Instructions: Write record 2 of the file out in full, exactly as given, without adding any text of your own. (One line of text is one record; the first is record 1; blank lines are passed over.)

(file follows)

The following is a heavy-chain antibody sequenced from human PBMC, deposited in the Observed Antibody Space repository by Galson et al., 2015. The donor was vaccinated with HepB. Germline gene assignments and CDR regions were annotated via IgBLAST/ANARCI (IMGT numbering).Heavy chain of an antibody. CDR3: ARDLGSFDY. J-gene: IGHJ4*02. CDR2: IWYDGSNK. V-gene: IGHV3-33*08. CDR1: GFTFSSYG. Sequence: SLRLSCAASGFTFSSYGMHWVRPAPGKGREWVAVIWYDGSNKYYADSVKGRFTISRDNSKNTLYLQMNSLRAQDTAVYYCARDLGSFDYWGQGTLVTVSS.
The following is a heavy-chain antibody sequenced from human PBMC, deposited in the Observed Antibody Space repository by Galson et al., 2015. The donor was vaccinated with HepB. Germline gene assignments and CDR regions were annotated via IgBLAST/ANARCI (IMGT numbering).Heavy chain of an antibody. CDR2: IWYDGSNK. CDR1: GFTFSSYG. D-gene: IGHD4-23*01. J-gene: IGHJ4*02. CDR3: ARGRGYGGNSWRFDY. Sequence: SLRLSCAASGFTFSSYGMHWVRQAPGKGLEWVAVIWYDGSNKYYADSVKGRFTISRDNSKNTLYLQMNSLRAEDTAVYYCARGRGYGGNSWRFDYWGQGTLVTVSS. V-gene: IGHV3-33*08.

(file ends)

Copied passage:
The following is a heavy-chain antibody sequenced from human PBMC, deposited in the Observed Antibody Space repository by Galson et al., 2015. The donor was vaccinated with HepB. Germline gene assignments and CDR regions were annotated via IgBLAST/ANARCI (IMGT numbering).Heavy chain of an antibody. CDR2: IWYDGSNK. CDR1: GFTFSSYG. D-gene: IGHD4-23*01. J-gene: IGHJ4*02. CDR3: ARGRGYGGNSWRFDY. Sequence: SLRLSCAASGFTFSSYGMHWVRQAPGKGLEWVAVIWYDGSNKYYADSVKGRFTISRDNSKNTLYLQMNSLRAEDTAVYYCARGRGYGGNSWRFDYWGQGTLVTVSS. V-gene: IGHV3-33*08.